I explain the concepts behind different types of codecs, but I also give some real-world examples which should help you understand how these algorithms work on a practical level, pulling frames into Photoshop to break them down and examine how our codecs have changed the image.

  • What a codec is - And how it differs from a container.
  • Different types of codecs – And why I frequently use 4 different codecs on a single project.
  • Bit Depth – What it means and why it matters.
  • Chroma Subsampling – 4:4:4, 4:2:2, and 4:2:0, and when it becomes an issue.
  • Spatial Compression and Blocking – One of the most common artefacts you see with normal work.
  • Temporal Compression – Long-GOP codecs, inter-frame compression, and ALL-I codecs.
  • Lossless vs. Lossy compression – How image compression differs from data compression.
  • Bit Rate – How to calculate bit rates and the differences between kbps/kBps/Mbps/MBps.
  • Raw – Briefly, the difference between Raw, compressed, and uncompressed (this could have been a 40-minute tutorial on its own!)


Helpful Ways to Get a Grip on Lighting 2

(Source Article) By Bobby Marko | August 22, 2014

Lighting is an evolving art form. Not only does technique change and advance but so does the technology of how light is produced and generated. Even a decade ago the landscape of production lighting was much different from what it is today. Just like with the cameras that are coming out today, the affordability of owning your own light kit is increasingly becoming more possible. The good news is that you don’t have to own much nor spend much to have a good small light kit to use for many types of productions. Gone is the day of having to have 5K and 10k HMIs and Maxi Brutes on set for many productions. Of course these are still used for high end commercials, music videos and films but more and more you are hearing of filmmakers making full feature films with just some LED and florescent light kits.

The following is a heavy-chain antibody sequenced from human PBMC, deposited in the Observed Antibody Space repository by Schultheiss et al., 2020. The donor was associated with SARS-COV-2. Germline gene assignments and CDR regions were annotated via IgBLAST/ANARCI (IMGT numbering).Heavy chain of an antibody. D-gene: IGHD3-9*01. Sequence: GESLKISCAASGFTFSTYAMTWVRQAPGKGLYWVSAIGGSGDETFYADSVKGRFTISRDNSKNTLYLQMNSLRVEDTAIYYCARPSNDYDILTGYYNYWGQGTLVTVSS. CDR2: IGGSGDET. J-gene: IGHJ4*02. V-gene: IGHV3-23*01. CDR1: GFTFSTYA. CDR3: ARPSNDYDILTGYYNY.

Throughout this series I've talked about technique when it comes to using your lighting setup (if you missed the others, read Part 1, Part 2 and Part 3). As I close out the series I want to talk about the lights themselves so you have a better understanding of the tools you have available to you.

Lighting Tips for Cinematographers

Part IV: Types of Lighting Tools

Here in part IV I want to address the issue of knowing what lighting to get for your production. I’ve heard many times from filmmakers that they often don’t know what to get for their productions because (and thankfully) there are many choices and with each choice requires different budgets. I think many filmmakers give up on trying to decide and just get an Arri 4-light kit and they’re done. But knowing what each light is for and putting some thought into your lighting setup will help you make some decisions and be confident in choosing your lighting package. I’m going to break down the post by What are the different types of lights and then for each light talk about How are those lights typically used and Why would you use them for your production. This will not be a comprehensive list as the post would get very long but it will give you a basic understanding of the different types for you to get started. Then, as you need, you can learn more from other resources (and there are plenty out there on the web!).